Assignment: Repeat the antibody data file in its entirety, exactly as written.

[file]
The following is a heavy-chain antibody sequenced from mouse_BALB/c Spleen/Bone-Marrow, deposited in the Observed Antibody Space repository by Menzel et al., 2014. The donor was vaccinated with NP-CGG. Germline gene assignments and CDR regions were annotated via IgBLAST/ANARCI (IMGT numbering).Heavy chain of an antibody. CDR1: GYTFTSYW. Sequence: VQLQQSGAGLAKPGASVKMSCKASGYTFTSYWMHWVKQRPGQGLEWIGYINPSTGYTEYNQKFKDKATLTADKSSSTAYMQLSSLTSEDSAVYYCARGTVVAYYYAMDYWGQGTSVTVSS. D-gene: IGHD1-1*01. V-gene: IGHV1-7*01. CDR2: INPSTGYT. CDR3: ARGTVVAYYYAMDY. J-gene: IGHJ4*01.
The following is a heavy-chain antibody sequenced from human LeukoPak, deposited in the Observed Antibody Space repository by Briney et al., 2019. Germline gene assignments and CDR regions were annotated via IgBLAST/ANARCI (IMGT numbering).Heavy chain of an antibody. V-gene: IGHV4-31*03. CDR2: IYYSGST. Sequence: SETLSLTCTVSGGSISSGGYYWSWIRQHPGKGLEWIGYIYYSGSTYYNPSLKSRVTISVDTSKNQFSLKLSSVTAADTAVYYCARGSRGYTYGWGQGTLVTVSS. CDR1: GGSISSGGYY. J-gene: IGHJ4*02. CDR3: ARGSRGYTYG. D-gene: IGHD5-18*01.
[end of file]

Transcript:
The following is a heavy-chain antibody sequenced from mouse_BALB/c Spleen/Bone-Marrow, deposited in the Observed Antibody Space repository by Menzel et al., 2014. The donor was vaccinated with NP-CGG. Germline gene assignments and CDR regions were annotated via IgBLAST/ANARCI (IMGT numbering).Heavy chain of an antibody. CDR1: GYTFTSYW. Sequence: VQLQQSGAGLAKPGASVKMSCKASGYTFTSYWMHWVKQRPGQGLEWIGYINPSTGYTEYNQKFKDKATLTADKSSSTAYMQLSSLTSEDSAVYYCARGTVVAYYYAMDYWGQGTSVTVSS. D-gene: IGHD1-1*01. V-gene: IGHV1-7*01. CDR2: INPSTGYT. CDR3: ARGTVVAYYYAMDY. J-gene: IGHJ4*01.
The following is a heavy-chain antibody sequenced from human LeukoPak, deposited in the Observed Antibody Space repository by Briney et al., 2019. Germline gene assignments and CDR regions were annotated via IgBLAST/ANARCI (IMGT numbering).Heavy chain of an antibody. V-gene: IGHV4-31*03. CDR2: IYYSGST. Sequence: SETLSLTCTVSGGSISSGGYYWSWIRQHPGKGLEWIGYIYYSGSTYYNPSLKSRVTISVDTSKNQFSLKLSSVTAADTAVYYCARGSRGYTYGWGQGTLVTVSS. CDR1: GGSISSGGYY. J-gene: IGHJ4*02. CDR3: ARGSRGYTYG. D-gene: IGHD5-18*01.